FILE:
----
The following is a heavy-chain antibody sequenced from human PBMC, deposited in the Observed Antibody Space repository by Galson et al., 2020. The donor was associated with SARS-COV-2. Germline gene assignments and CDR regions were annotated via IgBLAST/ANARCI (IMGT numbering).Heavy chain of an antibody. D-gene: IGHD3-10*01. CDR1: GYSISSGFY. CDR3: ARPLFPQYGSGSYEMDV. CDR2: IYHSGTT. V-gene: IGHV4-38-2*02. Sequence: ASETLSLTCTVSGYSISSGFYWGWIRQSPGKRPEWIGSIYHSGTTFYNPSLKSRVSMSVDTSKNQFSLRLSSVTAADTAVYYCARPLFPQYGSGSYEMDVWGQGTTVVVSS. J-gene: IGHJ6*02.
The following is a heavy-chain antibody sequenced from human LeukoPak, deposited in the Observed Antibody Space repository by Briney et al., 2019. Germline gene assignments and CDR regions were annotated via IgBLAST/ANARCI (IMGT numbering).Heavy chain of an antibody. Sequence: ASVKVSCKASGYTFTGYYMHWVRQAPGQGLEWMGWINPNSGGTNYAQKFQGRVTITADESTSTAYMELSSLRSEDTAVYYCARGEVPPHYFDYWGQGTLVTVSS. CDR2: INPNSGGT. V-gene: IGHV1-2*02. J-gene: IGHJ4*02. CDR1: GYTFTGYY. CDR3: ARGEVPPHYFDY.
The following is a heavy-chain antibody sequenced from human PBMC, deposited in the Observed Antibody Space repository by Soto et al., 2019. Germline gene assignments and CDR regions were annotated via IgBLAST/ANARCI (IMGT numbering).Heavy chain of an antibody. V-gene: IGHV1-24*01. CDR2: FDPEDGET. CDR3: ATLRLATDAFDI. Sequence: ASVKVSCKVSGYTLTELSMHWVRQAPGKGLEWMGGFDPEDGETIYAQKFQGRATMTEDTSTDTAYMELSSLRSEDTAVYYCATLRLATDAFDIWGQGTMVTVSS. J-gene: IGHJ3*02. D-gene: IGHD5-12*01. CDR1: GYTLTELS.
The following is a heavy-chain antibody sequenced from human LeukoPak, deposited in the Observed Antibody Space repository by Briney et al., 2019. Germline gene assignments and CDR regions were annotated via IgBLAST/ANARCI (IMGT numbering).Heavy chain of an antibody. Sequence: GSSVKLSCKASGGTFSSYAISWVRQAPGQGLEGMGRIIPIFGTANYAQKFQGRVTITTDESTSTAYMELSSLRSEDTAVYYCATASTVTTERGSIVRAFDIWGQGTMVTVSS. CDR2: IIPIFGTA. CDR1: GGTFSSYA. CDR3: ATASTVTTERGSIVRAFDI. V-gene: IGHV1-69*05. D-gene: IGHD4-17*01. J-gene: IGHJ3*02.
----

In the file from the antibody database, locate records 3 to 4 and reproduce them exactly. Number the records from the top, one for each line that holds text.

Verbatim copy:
The following is a heavy-chain antibody sequenced from human PBMC, deposited in the Observed Antibody Space repository by Soto et al., 2019. Germline gene assignments and CDR regions were annotated via IgBLAST/ANARCI (IMGT numbering).Heavy chain of an antibody. V-gene: IGHV1-24*01. CDR2: FDPEDGET. CDR3: ATLRLATDAFDI. Sequence: ASVKVSCKVSGYTLTELSMHWVRQAPGKGLEWMGGFDPEDGETIYAQKFQGRATMTEDTSTDTAYMELSSLRSEDTAVYYCATLRLATDAFDIWGQGTMVTVSS. J-gene: IGHJ3*02. D-gene: IGHD5-12*01. CDR1: GYTLTELS.
The following is a heavy-chain antibody sequenced from human LeukoPak, deposited in the Observed Antibody Space repository by Briney et al., 2019. Germline gene assignments and CDR regions were annotated via IgBLAST/ANARCI (IMGT numbering).Heavy chain of an antibody. Sequence: GSSVKLSCKASGGTFSSYAISWVRQAPGQGLEGMGRIIPIFGTANYAQKFQGRVTITTDESTSTAYMELSSLRSEDTAVYYCATASTVTTERGSIVRAFDIWGQGTMVTVSS. CDR2: IIPIFGTA. CDR1: GGTFSSYA. CDR3: ATASTVTTERGSIVRAFDI. V-gene: IGHV1-69*05. D-gene: IGHD4-17*01. J-gene: IGHJ3*02.